I took this photograph of the Keniston Square marker on Cabot Street in Beverly, Massachusetts, last spring, and posted it on Flickr with this comment: “I wish these markers had more information about who is being honored: especially a full name and a birth and death date.” Memorial square signs like this are a pet peeve of mine — it’s not much of a memorial if it only gives the last name and no other information. If the person died in World War II, Korea, Vietnam or more recent conflicts, there may be people around who knew him and still miss him and know that memorial sign is there, but for those who died in earlier wars, the sign may be disconnected from anyone’s personal memory. Without details, descendants and other family members may never know that it’s there.
It turns out that Beverly city officials share my concern, and are making an effort to upgrade the markers with ones that are more informative. According to an article in the Salem Evening News, “Mike Collins, commissioner of public services and engineering, wanted to research the history of each veteran and tell their stories, some of which were missing or incomplete.”
One of the markers simply said “Healey Square.” Collins and Veterans’ Agent Jerry Guilebbe checked a memorial listing Beverly veterans killed in action and found a Joseph E. Healey who died in the Civil War. They made the logical but erroneous assumption that this was the Healey for whom the square was named. On Veterans Day, the city held a rededication ceremony, showing off the upgraded marker which includes the full name and date of death of Joseph E. Healey, Navy Seaman, killed in action in 1862. Joseph Healey’s great-great-great-granddaughter, who had been unaware that she had an ancestor who died in the Civil War, came down from New Hampshire for the event.
Unfortunately, it was the wrong Healey. Healey Square was dedicated in 1976 in honor of Frederick D. Healey Jr. Square, who served in three wars and was commended for his bravery under fire during the Korean War. The original marker his initials on it, but it was replaced in the 1990s with one like the Keniston marker, with only the last name. A little more research would have saved the city from some expense and embarrassment here, but as librarians and family history researchers both know, it’s easy to fall into the trap of thinking you’ve found the answer and moving ahead without adequate verification.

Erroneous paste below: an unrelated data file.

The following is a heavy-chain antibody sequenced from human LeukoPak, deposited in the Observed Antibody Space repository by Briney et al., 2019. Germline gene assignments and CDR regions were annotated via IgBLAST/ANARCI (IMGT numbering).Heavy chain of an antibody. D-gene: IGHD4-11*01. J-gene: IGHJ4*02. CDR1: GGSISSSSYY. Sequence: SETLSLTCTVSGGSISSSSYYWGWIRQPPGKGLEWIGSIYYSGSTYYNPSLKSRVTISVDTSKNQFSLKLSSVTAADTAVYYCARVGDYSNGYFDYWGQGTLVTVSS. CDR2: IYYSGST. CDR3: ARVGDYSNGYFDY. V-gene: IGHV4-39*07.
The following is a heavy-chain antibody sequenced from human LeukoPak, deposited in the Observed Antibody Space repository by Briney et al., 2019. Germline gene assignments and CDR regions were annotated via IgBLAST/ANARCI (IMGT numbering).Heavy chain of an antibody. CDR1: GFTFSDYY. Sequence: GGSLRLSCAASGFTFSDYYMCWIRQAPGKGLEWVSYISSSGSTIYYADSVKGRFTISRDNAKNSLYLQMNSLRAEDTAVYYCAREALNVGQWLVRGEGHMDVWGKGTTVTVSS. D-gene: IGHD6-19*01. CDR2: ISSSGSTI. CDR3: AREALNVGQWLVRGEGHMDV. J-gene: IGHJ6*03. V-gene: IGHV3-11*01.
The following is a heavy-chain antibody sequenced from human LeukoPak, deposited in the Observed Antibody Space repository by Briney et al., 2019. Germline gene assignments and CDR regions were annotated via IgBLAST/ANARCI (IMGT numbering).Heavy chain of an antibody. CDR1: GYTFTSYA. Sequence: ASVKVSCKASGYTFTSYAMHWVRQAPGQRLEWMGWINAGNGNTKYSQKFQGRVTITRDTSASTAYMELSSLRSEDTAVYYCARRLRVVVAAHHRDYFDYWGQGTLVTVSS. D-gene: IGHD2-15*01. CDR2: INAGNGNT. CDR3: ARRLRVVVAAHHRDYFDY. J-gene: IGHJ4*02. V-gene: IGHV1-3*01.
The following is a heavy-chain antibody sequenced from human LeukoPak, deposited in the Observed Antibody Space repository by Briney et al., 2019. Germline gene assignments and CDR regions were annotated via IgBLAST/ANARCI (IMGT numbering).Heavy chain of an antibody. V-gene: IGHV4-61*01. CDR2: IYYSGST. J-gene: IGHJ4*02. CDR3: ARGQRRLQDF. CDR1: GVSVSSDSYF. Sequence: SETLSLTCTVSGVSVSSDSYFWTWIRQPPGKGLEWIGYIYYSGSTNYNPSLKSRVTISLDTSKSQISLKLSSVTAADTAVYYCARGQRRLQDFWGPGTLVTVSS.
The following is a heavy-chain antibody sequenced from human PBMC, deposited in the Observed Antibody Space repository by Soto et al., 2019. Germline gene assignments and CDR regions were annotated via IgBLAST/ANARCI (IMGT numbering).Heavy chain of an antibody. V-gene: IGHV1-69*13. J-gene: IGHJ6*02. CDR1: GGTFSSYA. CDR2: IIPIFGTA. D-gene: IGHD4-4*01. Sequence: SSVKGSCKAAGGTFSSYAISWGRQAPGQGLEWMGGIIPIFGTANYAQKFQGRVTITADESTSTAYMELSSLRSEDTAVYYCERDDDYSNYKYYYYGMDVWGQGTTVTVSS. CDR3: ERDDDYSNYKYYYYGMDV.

The best part of this story is the gracious response of Lois Healey, the widow of Frederick D. Healey, Jr. According the Salem News story, she called Collins a “lovely, lovely man” and said “There are no hard feelings on my end…It’s just a mistake that happened.” The city plans to replace the Healey Square sign with a new one properly honoring Frederick D. Healey, Jr., and to dedicate a square near where he lived to Civil War seaman Joseph E. Healey.
Equally gracious is Heather Wilkinson Rojo, the descendant of Joseph E. Healey who attended the dedication. She’s a respected genealogist and blogger who has written about this event in a positive and educational way, as an example of how we sometimes need to revise our family stories has new information becomes available that proves our earlier assumptions wrong.
The moral of the story is to check multiple sources and avoid confusing assumptions with facts. Also, document everything, and whether you’re creating historical markers or working with family photographs, be sure to provide enough information for others to follow: full names, places, dates, etc.
And when confronted with a mistake of your own or someone else’s, try to be as positive and gracious as everyone involved here seems to have been!